Friday, May 30, 2008

Tips on Bread Making

A breadmaker purchased in Taiwan, and the end product below.

Today was mostly sunny and the people were back in full force by the Golden Lion Lake doing their various morning exercises. As usual I went to swim, and swam much like yesterday, a bit slower than normal, but the stroke felt smooth. My shoulders still felt a little sore, so I focused mostly on technique. Since I arrived at the pool a few minutes earlier than yesterday, I was able to complete 5,000m by 7:50am, and then I kind of raced myself (but more slowly) as my friends weren't there. So in all I covered 5,200 meters.

I realize that a lot of people who are into triathlons train during the week but do at least one kind of race at the weekend. Since it is not easy for me to do proper races here, I am perhaps missing out on an important aspect of my training. Still, on the other hand I am trying to build my training base, so I guess what I am doing is still helpful.

In Taiwan, we in our family make our own bread. It is not only cheaper but it saves a fairly long trip to a store that has good enough bread for us to eat. For those who wonder how we make it, well, we use a bread-making machine (as ovens tend to be pretty small here). In the bread-maker there is a metal pot, the mold in which the loaf is formed. Into that we add:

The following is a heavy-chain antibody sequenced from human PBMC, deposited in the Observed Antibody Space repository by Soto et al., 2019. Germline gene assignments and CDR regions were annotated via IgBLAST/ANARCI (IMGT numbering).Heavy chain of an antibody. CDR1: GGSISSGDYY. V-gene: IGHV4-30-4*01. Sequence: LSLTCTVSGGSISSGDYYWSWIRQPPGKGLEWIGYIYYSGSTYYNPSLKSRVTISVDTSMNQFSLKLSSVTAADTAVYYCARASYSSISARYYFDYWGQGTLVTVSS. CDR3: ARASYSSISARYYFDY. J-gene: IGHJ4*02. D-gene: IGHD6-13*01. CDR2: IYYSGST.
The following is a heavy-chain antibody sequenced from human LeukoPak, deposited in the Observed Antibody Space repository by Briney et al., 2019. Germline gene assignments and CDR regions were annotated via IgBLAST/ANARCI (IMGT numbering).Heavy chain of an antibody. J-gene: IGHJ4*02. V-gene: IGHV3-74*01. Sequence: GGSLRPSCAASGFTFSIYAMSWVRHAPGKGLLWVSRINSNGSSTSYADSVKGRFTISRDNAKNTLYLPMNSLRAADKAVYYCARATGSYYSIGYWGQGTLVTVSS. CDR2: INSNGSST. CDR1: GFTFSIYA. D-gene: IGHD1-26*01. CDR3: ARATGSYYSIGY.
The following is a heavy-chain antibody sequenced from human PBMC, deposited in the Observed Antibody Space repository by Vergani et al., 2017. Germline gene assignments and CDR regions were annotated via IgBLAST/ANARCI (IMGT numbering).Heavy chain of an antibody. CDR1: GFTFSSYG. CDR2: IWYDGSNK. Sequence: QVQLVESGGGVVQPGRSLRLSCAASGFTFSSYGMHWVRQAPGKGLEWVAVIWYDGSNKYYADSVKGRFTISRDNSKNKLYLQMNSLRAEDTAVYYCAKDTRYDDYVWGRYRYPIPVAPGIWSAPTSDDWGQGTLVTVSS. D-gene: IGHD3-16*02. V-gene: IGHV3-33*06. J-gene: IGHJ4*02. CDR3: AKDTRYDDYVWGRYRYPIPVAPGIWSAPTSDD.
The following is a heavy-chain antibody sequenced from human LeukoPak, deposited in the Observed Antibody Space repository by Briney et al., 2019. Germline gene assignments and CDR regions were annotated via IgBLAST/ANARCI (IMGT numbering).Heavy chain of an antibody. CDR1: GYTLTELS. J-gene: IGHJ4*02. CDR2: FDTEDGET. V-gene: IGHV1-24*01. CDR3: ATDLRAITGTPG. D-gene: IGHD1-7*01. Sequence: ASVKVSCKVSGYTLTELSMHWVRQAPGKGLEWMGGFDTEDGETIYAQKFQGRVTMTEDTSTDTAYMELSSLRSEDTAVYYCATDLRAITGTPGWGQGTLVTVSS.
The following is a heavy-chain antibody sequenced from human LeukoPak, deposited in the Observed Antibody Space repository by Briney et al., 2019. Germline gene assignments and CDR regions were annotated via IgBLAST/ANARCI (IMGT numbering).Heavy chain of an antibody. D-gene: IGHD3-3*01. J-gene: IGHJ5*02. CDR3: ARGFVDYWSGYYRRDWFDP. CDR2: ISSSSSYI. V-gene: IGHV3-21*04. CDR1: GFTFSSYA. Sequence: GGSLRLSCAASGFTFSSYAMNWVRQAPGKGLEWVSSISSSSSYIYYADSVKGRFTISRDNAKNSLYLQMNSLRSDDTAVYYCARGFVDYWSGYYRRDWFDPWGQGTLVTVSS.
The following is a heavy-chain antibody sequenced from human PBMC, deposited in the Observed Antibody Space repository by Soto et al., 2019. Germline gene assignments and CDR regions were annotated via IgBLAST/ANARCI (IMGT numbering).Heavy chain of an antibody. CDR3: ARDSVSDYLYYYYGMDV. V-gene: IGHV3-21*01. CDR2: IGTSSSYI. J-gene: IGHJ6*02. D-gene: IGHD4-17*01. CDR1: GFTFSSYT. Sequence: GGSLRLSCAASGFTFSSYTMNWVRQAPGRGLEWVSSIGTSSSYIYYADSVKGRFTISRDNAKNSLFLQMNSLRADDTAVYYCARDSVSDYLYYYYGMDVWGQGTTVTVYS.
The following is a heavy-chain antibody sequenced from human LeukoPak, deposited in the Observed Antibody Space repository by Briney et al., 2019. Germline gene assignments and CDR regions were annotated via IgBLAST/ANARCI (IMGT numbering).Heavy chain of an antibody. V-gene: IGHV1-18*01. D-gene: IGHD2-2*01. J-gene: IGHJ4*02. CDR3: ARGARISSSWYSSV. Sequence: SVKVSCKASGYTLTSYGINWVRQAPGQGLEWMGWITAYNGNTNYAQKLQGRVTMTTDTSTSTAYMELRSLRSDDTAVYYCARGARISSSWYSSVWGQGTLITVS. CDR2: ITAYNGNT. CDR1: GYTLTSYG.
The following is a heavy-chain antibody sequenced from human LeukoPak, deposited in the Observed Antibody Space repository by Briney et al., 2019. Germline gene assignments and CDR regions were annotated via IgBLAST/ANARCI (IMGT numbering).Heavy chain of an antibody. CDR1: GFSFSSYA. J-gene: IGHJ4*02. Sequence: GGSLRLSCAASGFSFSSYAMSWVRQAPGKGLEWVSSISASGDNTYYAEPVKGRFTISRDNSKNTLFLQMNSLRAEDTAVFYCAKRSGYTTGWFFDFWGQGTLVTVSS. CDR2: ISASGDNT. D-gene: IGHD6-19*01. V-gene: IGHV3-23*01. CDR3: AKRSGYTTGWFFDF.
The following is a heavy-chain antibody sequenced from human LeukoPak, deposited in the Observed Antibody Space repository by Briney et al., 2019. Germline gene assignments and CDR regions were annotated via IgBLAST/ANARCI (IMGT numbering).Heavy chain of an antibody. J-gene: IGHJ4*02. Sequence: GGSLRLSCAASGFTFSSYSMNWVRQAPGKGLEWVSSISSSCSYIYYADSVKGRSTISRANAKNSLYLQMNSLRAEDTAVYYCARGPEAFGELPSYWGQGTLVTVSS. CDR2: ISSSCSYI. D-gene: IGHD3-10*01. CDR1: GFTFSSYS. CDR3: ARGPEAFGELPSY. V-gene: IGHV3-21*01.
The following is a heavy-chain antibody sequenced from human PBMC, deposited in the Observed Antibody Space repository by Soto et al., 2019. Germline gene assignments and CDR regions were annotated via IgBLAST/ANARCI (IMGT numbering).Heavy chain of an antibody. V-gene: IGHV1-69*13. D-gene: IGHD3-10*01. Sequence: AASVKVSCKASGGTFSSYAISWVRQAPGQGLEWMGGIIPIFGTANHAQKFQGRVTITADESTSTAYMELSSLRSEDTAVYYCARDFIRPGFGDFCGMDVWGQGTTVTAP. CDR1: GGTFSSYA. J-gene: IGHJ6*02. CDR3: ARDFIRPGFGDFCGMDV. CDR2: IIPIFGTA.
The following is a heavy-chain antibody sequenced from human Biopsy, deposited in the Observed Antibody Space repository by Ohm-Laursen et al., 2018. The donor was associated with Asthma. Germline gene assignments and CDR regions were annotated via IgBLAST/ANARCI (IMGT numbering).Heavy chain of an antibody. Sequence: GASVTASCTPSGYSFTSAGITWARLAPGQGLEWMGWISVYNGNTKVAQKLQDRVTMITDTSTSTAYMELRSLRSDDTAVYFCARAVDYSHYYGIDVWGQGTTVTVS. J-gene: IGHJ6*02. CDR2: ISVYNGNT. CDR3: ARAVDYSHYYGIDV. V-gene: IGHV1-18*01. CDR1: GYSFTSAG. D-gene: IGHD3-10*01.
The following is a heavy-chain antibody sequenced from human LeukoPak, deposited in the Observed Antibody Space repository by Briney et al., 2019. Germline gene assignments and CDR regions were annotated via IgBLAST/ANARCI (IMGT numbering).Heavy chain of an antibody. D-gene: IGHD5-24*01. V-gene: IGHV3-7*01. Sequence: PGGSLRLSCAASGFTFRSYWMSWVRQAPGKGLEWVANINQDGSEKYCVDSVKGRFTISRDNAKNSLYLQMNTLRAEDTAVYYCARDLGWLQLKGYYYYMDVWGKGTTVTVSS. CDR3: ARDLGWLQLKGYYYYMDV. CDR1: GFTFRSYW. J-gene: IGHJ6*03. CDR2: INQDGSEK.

300 ml of water
2 table spoons of vegetable- or olive-based cooking oil
1 teaspoonful of salt
About 2 large spoons of sugar
One large spoon of milk powder (or equivalent in fresh milk)
2 teaspoonfuls of yeast (be careful here - don't overdo it)
2 small cups of white flour
1.5 small cups of brown (wholemeal) flour
Measures don't have to be exact, as you basically get what you put in (either something fluffy or something hard as a rock)
You can also add any other things you like, such as nuts, raisins, etc. according to taste.

On the bread-making machine there are various buttons for selecting the type of finish you want the loaf to have, and how long you want it to bake. We usually have to leave the thing on for 2 to 2.5 hours, but we don't have to make the dough, the machine does that. Just pour all the ingredients in, put the lid down and press start, and the bread will take care of itself.

As I write this, it is a little more than 24 hours to the start of the Honu 70.3 in Kona. This is a big race for a lot of people, and I bet they are all trying to get as much rest as possible. Well, good luck and have a great race!

No comments: